Woodbury siblings surrounded by songMusic takes a high priority at the Nelson household.
By: Mike Longaecker, Woodbury Bulletin
Music takes a high priority at the Nelson household.
Instruments at the Woodbury home include a grand piano and a didgeridoo – the Australian aboriginal wind instrument that emits a wobbling bass sound.
However, the most notable sounds in the house come from the Nelsons’ four sons – all of whom are members of the renowned Minnesota Boychoir.
The Nelson brothers, along with a family from Shoreview, represent the largest family contingent with four brothers apiece in the 150-boy choir.
“Such a unique experience and opportunity to have all four boys from one family as members of the Minnesota Boychoir,” said Mark Johnson, artistic director for Minnesota Boychoir.
Founded in 1962, Minnesota Boychoir is the oldest boy choir in the Twin Cities. The list of acts with which Minnesota Boychoir has performed include the Minnesota Orchestra, Minnesota Opera, the St. Paul Chamber Orchestra, the Baltimore Symphony and the Prague Philharmonic.
The Nelson family has been part of the choir for a decade now, ever since their eldest son, 17-year-old David, joined the group. He said he was recruited by the boy choir “and my brothers followed suit.”
“Over the past decade, David, Robert, Thomas and Timothy have contributed their voice, musical skill and talent to every one of my ensembles in the organization,” Johnson said.
The experience has been life-changing, David said.
“Boychoir has been the medium through which much of my life has taken place,” said the Math and Science Academy senior. “It’s given me a solid idea of what I’d like to do with my life.”
He hopes to attend St. Olaf College with plans to study music and math.
Boychoir travels have taken David around the world, having performed at the Sydney, Australia, Opera House and at St. Peter’s Basilica in the Vatican.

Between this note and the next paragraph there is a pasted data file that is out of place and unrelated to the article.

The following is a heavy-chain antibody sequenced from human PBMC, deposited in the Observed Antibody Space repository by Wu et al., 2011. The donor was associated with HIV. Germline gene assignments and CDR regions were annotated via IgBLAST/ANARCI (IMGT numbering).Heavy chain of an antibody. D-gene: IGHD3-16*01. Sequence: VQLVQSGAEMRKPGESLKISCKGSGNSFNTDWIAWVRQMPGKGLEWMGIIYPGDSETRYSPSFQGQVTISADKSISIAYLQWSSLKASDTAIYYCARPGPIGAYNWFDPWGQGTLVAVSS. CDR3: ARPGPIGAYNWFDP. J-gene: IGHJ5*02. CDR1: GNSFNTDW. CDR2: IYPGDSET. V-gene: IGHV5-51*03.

The boys’ father, Rick Nelson, recalled how, at the Sydney concert, the Minnesota Boychoir received a special recognition.
After the performance, the Minnesota boys received a standing ovation not just from the audience, but from other choirs that were on stage.
Rick said that doesn’t happen every day.
“It was a magical night,” he said, recalling how, while walking from the concert to their bus, the Minnesota boys were applauded and greeted “like rock stars.”
David, who was still a relative newcomer to the choir at the time, said he wished he would have performed there when he was older so the memories would be more vivid.
Still, he said the experience “was incredible.”
Performing in the choir is no walk in the park, said David and his brothers – all of whom also attend MSA. The boys must memorize at least 15 songs a year – some of which are in foreign languages.
The Nelsons have sung in Latin, Russian, German, Swahili, Italian and Swedish.
Indeed, there is rigor involved, Rick said.
“Older boys (choir members) do some incredibly complex things,” he said.
The boys’ mother, Nancy Nelson, agreed.
“You wouldn’t see the typical high school choir doing it,” she said.
Minnesota Boychoir holds auditions, though no one gets cut.
The Nelsons described a family feeling that has developed through years of involvement with the choir. The boys have built close friendships, while Nancy and Rick have also found a sense of community among other boychoir families.
“You don’t get that in too many places,” Nancy said.
Bobby, 15, said the friendships made and trips the choir has taken have made the experience special to him.
“It gives a child a unique opportunity,” said Bobby, who is in his ninth year with Minnesota Boychoir.
In his fifth year with the choir, 11-year-old Timmy said the program allows singers to develop in a jiffy.
“I love the fact that you can start out a bad singer … half a month later, you can hear improvement in the tone of your voice,” he said.
Timmy’s brother, 14-year-old Tommy, said the experience has led to new friendships and exploration of music.
“It’s probably the best organization I’ve been in,” he said.
Minnesota Boychoir, under the direction of Mark Johnson, performs at 7 p.m. Dec. 22 at Ted Mann Concert Hall in Minneapolis. The choir performs twice on Jan. 6 at Landmark Center in St. Paul; those performances are at 1 and 3:30 p.m. More information about the choir and the concerts is available at boychoir.org